Qwest Communications "Johnny Lee Ross & the MotherBoard 2010 World Tour" Campaign
Campaign Facebook page
Social media lets you inject a little more personality into your brand, but the team at Qwest Communications took this tactic further by creating an entirely new character for a trade show campaign -- Johnny Lee Ross, leader of the fictional heavy metal band MotherBoard.
See how they gave Johnny his own social media accounts to build buzz before the important event, and combined his rock and roll story with real business issues to attract 37% more of their targeted prospects to their booth in 2010.
Client/company: Qwest Business
Campaign launch date: April 2010
Target audience/demographic: Technical decision makers
The campaign was launched to increase technical decision maker traffic to our booth at the Interop trade show in Las Vegas. Traditionally we've done a good job of getting people into the booth, they've just been the wrong people. We wanted manager-level and above contacts that we could then target post-event.
We created a fake rock star named Johnny Lee Ross, of the legendary 80s metal band MotherBoard. We used him in our pre-marketing materials, which included videos posted on YouTube, email messages, direct mail pieces, a Twitter account and a Facebook page.
We featured Johnny in our booth at Qwest, where he, his "manager" and a Qwest Product Director conducted eight sessions per day on a stage in front of a live audience. Johnny and his manager talked about how Qwest took MotherBoard from an unknown gutter band to international superstars. The play was to position JLR and his band as a business just like any other -- with the same objectives as any other business -- and how they used Qwest's suite of technology to grow their business.
At the show, all booth staffers wore concert t-shirts and handed out concert buttons that said "Johnny Lee Ross: Powered by Qwest Business." They also handed out concert shirts that had been compressed into the shape of a guitar. At the show and all over Las Vegas, people thought that the actor we hired really was an 80s rock star. He handed out autographs and posed for photos with his "fans." Throughout the campaign, JLR actively tweeted and posted to his Facebook page.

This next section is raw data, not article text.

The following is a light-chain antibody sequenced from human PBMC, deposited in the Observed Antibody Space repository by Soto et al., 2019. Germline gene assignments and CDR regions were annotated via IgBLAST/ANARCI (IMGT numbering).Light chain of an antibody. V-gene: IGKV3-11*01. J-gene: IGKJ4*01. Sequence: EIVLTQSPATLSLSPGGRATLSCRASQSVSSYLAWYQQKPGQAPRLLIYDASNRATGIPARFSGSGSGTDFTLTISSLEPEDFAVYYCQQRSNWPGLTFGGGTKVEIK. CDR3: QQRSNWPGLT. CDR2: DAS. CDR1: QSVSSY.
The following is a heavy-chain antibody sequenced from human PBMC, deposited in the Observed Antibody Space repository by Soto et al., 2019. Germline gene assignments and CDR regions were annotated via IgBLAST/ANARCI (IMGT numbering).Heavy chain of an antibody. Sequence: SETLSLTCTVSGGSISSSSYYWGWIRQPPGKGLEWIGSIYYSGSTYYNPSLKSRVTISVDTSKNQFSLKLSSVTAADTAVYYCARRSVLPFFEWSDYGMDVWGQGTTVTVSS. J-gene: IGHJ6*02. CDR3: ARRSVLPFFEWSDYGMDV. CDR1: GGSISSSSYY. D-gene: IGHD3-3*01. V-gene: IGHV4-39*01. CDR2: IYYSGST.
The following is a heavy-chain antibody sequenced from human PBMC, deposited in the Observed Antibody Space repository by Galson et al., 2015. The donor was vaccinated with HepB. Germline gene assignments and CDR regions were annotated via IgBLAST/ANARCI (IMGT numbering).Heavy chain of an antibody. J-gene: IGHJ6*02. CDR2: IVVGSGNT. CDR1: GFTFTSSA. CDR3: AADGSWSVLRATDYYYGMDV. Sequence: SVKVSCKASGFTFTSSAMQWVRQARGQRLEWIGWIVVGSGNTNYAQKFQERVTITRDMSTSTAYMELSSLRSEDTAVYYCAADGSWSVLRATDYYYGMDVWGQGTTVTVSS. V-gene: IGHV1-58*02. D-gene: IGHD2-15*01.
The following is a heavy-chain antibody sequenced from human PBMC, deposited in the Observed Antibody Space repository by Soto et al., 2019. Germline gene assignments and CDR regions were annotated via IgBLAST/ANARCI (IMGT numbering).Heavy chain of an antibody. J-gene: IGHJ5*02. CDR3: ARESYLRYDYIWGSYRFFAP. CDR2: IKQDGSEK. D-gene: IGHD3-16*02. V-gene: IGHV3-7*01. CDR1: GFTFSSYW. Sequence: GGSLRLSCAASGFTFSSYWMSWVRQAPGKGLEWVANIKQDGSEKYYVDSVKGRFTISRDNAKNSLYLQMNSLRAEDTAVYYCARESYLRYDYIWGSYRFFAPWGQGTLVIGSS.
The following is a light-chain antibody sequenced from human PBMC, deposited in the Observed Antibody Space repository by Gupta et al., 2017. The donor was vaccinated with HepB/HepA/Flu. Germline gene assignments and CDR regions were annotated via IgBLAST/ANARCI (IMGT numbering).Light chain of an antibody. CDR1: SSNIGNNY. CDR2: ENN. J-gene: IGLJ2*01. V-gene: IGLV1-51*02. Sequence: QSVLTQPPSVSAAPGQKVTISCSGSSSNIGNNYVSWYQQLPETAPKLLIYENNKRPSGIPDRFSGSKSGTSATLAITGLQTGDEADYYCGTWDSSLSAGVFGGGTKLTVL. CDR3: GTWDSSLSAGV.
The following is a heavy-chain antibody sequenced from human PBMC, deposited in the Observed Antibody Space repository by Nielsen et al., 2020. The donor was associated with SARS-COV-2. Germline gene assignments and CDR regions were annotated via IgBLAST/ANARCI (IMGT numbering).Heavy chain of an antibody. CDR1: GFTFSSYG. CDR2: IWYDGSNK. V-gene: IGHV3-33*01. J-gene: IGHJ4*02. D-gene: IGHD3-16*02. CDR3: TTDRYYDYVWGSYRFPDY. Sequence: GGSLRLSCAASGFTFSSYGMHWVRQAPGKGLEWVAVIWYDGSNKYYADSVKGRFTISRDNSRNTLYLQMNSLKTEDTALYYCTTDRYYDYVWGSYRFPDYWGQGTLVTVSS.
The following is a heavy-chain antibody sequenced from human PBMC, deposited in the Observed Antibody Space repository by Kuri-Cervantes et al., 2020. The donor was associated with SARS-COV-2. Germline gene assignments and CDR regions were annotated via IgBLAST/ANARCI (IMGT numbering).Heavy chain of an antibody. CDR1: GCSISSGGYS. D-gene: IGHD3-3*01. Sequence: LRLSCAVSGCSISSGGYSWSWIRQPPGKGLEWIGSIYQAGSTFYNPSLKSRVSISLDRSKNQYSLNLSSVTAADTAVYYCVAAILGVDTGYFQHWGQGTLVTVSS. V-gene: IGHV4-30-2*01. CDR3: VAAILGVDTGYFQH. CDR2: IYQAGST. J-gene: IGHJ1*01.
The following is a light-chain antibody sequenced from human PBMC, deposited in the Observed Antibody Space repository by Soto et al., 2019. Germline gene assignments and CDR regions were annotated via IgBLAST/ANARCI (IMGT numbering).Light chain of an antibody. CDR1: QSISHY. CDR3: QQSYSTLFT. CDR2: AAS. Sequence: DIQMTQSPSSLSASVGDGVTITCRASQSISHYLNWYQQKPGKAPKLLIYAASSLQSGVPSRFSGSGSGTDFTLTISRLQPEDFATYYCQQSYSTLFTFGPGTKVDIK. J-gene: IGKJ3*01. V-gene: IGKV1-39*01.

- Email and direct mail
- Merchandising: Concert buttons and t-shirts
- Professional photography: We did two separate video and photo shoots with JLR
The overall measurement was based on the people we scanned who visited our booth and who attended our VIP event. The scans provided us complete business card information for each person and allowed us to see titles.
How the Audience Helped Spread the Message:
JLR went viral fairly quickly as people suggested him as a friend on Facebook and shared the link to his videos. We were mentioned in two different blogs post show and had numerous visitors tweet about us while at the show. The blogs were:
Ultimately, we just wanted to attract the right people to the booth -- and we achieved this.
- 47% of all visitors to our booth were Manager-level and above. This represents a 37% improvement over our results in 2009.
- We also featured JLR at our VIP event, where 95% of all attendees were Manager-level or above, which was a 57% improvement over our 2009 results.
- To date, Johnny Lee Ross has 521 Facebook friends.
- JLR's videos on the Qwest Business YouTube channel are the highest-rated videos on the channel.
How Results Changed Over Time:
We saw an immediate spike with JLR from the moment his Facebook page went live. Things have slowed since our post-marketing finished. Since this was event marketing for a one-time event, we knew that approximately one month after the show we would likely cease getting much activity.
This was our team's first foray into social marketing so it was a terrific learning experience. Our key takeaway was that we should have built JLR months earlier and begun our pre-marketing earlier. We were very surprised by how JLR's fans embraced him, began posting to his FB page about memories of their favorite concerts (some people realized it was all tongue in cheek) and how he was embraced by the technogeek culture of Interop.